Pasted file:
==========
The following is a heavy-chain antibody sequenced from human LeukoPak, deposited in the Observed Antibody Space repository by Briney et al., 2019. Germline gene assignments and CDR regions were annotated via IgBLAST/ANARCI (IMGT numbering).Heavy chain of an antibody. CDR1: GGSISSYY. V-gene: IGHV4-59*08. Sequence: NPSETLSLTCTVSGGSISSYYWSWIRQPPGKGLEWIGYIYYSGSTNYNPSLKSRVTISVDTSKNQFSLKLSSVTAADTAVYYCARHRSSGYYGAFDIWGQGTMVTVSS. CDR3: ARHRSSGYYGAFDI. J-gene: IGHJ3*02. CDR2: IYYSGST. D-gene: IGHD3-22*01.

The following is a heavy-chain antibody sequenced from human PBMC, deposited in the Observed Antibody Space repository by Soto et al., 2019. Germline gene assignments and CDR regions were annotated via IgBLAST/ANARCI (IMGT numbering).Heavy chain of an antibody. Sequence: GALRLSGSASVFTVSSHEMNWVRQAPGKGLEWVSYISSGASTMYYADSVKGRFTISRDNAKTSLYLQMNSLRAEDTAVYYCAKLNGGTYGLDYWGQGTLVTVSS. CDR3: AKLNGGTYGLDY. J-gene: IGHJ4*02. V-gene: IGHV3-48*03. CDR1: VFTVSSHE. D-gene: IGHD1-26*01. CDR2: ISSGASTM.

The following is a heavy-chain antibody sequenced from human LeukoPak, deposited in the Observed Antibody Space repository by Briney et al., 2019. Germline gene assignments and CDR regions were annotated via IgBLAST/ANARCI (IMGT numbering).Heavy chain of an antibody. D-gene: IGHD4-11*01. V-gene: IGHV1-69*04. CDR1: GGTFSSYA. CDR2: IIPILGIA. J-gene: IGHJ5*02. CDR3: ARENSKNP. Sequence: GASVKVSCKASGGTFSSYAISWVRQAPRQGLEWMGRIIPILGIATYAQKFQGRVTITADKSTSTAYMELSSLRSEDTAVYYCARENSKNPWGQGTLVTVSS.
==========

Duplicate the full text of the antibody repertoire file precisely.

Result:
The following is a heavy-chain antibody sequenced from human LeukoPak, deposited in the Observed Antibody Space repository by Briney et al., 2019. Germline gene assignments and CDR regions were annotated via IgBLAST/ANARCI (IMGT numbering).Heavy chain of an antibody. CDR1: GGSISSYY. V-gene: IGHV4-59*08. Sequence: NPSETLSLTCTVSGGSISSYYWSWIRQPPGKGLEWIGYIYYSGSTNYNPSLKSRVTISVDTSKNQFSLKLSSVTAADTAVYYCARHRSSGYYGAFDIWGQGTMVTVSS. CDR3: ARHRSSGYYGAFDI. J-gene: IGHJ3*02. CDR2: IYYSGST. D-gene: IGHD3-22*01.

The following is a heavy-chain antibody sequenced from human PBMC, deposited in the Observed Antibody Space repository by Soto et al., 2019. Germline gene assignments and CDR regions were annotated via IgBLAST/ANARCI (IMGT numbering).Heavy chain of an antibody. Sequence: GALRLSGSASVFTVSSHEMNWVRQAPGKGLEWVSYISSGASTMYYADSVKGRFTISRDNAKTSLYLQMNSLRAEDTAVYYCAKLNGGTYGLDYWGQGTLVTVSS. CDR3: AKLNGGTYGLDY. J-gene: IGHJ4*02. V-gene: IGHV3-48*03. CDR1: VFTVSSHE. D-gene: IGHD1-26*01. CDR2: ISSGASTM.

The following is a heavy-chain antibody sequenced from human LeukoPak, deposited in the Observed Antibody Space repository by Briney et al., 2019. Germline gene assignments and CDR regions were annotated via IgBLAST/ANARCI (IMGT numbering).Heavy chain of an antibody. D-gene: IGHD4-11*01. V-gene: IGHV1-69*04. CDR1: GGTFSSYA. CDR2: IIPILGIA. J-gene: IGHJ5*02. CDR3: ARENSKNP. Sequence: GASVKVSCKASGGTFSSYAISWVRQAPRQGLEWMGRIIPILGIATYAQKFQGRVTITADKSTSTAYMELSSLRSEDTAVYYCARENSKNPWGQGTLVTVSS.